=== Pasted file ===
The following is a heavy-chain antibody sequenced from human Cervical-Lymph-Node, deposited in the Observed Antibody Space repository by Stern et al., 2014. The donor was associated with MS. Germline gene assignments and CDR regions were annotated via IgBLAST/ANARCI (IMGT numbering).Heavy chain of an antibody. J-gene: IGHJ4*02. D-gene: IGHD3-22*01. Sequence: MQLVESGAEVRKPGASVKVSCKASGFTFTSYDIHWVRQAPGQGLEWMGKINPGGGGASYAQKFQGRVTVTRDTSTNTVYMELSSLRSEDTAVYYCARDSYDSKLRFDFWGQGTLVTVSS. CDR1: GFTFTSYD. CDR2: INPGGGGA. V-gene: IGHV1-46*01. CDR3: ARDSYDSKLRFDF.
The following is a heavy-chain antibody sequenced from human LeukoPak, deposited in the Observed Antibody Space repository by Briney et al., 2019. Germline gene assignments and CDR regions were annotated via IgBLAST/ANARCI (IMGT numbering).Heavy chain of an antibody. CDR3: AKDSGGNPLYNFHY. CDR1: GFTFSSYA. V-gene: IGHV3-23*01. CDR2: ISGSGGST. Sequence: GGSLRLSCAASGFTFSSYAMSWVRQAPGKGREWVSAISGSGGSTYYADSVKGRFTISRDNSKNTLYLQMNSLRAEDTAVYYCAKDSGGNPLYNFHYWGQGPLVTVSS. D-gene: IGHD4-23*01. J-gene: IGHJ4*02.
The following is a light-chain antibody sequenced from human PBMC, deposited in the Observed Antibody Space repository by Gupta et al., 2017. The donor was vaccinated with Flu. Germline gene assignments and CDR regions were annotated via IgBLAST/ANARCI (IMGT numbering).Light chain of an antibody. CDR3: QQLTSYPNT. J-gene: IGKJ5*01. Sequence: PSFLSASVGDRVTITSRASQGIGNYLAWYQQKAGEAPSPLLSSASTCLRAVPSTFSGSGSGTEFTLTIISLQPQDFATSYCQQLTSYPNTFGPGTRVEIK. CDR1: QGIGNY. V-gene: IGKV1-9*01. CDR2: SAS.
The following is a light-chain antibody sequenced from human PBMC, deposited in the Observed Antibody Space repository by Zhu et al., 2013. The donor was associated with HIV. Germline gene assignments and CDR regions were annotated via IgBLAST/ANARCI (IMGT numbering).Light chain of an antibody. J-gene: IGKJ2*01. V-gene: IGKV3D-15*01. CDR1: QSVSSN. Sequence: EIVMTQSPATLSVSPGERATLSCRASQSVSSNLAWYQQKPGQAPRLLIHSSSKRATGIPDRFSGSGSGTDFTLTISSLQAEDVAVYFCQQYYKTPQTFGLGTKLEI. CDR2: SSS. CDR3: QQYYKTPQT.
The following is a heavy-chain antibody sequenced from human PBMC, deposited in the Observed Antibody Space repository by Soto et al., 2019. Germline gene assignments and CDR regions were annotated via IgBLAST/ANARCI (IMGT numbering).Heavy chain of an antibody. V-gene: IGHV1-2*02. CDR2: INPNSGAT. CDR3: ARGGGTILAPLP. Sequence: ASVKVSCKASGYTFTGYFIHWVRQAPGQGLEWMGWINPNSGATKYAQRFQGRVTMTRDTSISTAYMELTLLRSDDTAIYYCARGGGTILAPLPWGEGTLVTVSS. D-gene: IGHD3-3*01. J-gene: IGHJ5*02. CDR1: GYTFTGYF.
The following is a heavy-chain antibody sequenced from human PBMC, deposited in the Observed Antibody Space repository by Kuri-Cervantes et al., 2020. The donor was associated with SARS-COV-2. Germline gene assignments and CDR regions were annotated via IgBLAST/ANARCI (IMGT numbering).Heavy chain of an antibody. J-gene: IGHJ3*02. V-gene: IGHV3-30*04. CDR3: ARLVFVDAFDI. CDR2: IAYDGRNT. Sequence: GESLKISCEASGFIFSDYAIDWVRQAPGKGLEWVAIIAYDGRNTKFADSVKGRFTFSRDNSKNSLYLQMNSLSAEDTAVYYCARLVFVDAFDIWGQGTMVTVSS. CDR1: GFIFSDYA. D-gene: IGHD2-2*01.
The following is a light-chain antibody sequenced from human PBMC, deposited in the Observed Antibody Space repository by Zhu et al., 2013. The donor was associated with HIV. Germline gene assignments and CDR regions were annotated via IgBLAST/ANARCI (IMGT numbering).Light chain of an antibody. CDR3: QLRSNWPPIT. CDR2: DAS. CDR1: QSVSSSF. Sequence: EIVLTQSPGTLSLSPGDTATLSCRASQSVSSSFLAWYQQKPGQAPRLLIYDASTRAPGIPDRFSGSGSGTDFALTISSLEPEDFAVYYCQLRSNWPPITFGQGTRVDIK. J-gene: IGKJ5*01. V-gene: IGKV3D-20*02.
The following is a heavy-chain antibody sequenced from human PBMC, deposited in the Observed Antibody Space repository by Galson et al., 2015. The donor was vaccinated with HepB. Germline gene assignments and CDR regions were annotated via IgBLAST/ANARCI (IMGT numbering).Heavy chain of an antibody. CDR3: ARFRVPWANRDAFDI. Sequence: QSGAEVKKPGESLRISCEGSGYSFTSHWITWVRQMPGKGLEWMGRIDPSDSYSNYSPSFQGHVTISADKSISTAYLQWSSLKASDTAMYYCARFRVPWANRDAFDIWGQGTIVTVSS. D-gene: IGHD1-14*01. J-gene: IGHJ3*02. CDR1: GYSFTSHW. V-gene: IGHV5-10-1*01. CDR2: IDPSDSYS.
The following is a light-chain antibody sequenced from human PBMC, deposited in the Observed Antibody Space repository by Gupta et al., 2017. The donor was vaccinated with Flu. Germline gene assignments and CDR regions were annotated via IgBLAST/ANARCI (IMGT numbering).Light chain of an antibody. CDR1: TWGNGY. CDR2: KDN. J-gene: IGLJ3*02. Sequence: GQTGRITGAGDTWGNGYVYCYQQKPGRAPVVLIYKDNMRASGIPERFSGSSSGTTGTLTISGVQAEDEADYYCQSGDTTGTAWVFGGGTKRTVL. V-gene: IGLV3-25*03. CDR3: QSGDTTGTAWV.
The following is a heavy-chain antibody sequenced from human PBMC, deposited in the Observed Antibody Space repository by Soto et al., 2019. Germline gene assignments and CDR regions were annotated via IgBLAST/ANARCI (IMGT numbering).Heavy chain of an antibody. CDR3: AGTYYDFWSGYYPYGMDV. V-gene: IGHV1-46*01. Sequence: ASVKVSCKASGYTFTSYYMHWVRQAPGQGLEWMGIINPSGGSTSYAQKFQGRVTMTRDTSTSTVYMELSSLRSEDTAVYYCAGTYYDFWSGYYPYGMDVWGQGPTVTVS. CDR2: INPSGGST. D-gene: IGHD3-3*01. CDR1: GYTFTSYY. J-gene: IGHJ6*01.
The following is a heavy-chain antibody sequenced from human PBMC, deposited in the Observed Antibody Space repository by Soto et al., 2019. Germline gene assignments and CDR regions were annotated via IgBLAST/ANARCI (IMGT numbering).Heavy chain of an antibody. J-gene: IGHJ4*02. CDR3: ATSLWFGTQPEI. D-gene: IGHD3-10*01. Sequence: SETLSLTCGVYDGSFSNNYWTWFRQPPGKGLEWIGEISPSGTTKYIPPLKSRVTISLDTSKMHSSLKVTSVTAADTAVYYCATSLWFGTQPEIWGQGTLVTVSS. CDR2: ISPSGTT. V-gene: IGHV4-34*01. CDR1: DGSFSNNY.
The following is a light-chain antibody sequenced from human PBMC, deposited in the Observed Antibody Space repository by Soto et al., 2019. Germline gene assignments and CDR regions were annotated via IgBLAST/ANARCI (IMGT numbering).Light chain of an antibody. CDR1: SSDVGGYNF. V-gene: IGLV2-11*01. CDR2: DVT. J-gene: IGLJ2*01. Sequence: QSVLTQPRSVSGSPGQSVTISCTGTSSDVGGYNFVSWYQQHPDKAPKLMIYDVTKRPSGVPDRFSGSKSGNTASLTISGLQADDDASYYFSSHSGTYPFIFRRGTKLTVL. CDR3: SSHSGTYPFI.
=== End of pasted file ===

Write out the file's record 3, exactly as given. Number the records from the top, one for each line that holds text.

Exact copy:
The following is a light-chain antibody sequenced from human PBMC, deposited in the Observed Antibody Space repository by Gupta et al., 2017. The donor was vaccinated with Flu. Germline gene assignments and CDR regions were annotated via IgBLAST/ANARCI (IMGT numbering).Light chain of an antibody. CDR3: QQLTSYPNT. J-gene: IGKJ5*01. Sequence: PSFLSASVGDRVTITSRASQGIGNYLAWYQQKAGEAPSPLLSSASTCLRAVPSTFSGSGSGTEFTLTIISLQPQDFATSYCQQLTSYPNTFGPGTRVEIK. CDR1: QGIGNY. V-gene: IGKV1-9*01. CDR2: SAS.